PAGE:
As a preliminary step to the mortgage process, you may obtain a prequalification from a lender. In fact, it’s a good idea to do so just so you know that you have a chance to qualify for a loan program. While the prequalification isn’t binding in any way, it can give you an idea of where you stand.
During the prequalification process, you tell the loan officer the amount of your monthly income, the amount of your monthly debts, the credit score you think you have, and the amount of liquid assets you have on hand. The loan officer may also ask a few questions about your employment, housing history, and credit history. With this information in hand, the lender will provide you with a prequalification, assuming you fit the mold for their programs.
During this time, the loan officer doesn’t pull your credit and your credit score isn’t affected in any way.
An Estimate of What you Can Afford
Basically, the prequalification is an estimate of the loan you could ‘probably’ get. Because the lender doesn’t ask for official documentation and they don’t pull your credit report, they don’t base the decision on anything official. Instead, they base the prequalification on the information you provide. If you decide to move forward with the lender, it’s up to you to provide the documentation necessary to prove the information you provided.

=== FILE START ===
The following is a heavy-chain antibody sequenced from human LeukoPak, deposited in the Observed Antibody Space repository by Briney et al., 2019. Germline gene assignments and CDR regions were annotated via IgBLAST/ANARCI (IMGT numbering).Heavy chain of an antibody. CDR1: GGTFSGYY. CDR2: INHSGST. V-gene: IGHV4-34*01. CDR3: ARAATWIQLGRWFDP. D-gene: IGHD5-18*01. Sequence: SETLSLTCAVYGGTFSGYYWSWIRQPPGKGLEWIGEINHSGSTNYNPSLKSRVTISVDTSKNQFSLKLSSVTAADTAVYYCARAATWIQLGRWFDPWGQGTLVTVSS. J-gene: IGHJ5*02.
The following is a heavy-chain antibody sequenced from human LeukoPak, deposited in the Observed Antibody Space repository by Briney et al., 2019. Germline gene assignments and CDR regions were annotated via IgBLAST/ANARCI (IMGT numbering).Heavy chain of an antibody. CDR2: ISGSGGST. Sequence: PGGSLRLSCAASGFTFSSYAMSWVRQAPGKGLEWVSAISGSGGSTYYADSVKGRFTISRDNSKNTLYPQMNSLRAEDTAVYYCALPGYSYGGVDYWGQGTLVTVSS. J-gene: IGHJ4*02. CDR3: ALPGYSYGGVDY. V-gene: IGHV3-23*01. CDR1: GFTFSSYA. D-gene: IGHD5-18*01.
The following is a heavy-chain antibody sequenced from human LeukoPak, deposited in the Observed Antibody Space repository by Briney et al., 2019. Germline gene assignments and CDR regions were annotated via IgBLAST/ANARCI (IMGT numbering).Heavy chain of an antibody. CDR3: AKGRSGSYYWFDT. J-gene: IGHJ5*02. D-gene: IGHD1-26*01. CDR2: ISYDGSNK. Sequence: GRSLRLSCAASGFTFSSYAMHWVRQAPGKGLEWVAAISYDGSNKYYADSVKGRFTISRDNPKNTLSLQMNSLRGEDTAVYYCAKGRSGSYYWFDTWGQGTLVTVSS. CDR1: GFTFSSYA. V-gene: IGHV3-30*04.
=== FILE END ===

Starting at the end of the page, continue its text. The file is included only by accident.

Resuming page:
The Difference in the Preapproval
If you decide to move forward with a lender, you may want to get a preapproval before you shop for a home. The preapproval lets sellers and/or realtors know that you qualify to receive the loan necessary to buy the home.
The preapproval takes the prequalification one step further. Rather than telling the lender your income, debts, and asset amounts, you prove it by providing your paystubs, W-2s, asset statements, and a copy of your credit report. The underwriter will evaluate these documents and determine if you qualify for the home.
If you do qualify, the lender will write a preapproval better that will state the loan amount you can receive. It will also state the conditions that you must meet in order to close on the loan. Typically, the conditions have to do with the property itself, but some may have to do with your financial situation too.
How a Preapproval Affects Your Credit Score
A preapproval can affect your credit score slightly because the lender will pull your credit. Typically, any inquiry on your credit report costs you five points on your credit score. While five points isn’t much, it can push you over the edge if your credit score was close to the minimum required credit score for a given program.
If you decide you want to shop around for the best rate, you may secure a preapproval from several lenders. While this is recommended, you may worry what it will do to your credit report. While it’s true that an inquiry costs you five points on your credit score, if you secure preapprovals from different lenders, each one will pull your credit report. If you do this within a short time (2-3 weeks), you will only be hit with one inquiry because the credit bureaus recognize the need to shop around for the right interest rate.
Mortgage prequalification doesn’t affect your credit score because lenders don’t pull your credit for this step. If you take the process any further with any lender, though, it will affect your credit score, which is why you need to be swift in your actions and make your decision within a short time so that the credit bureaus only hit you for one inquiry.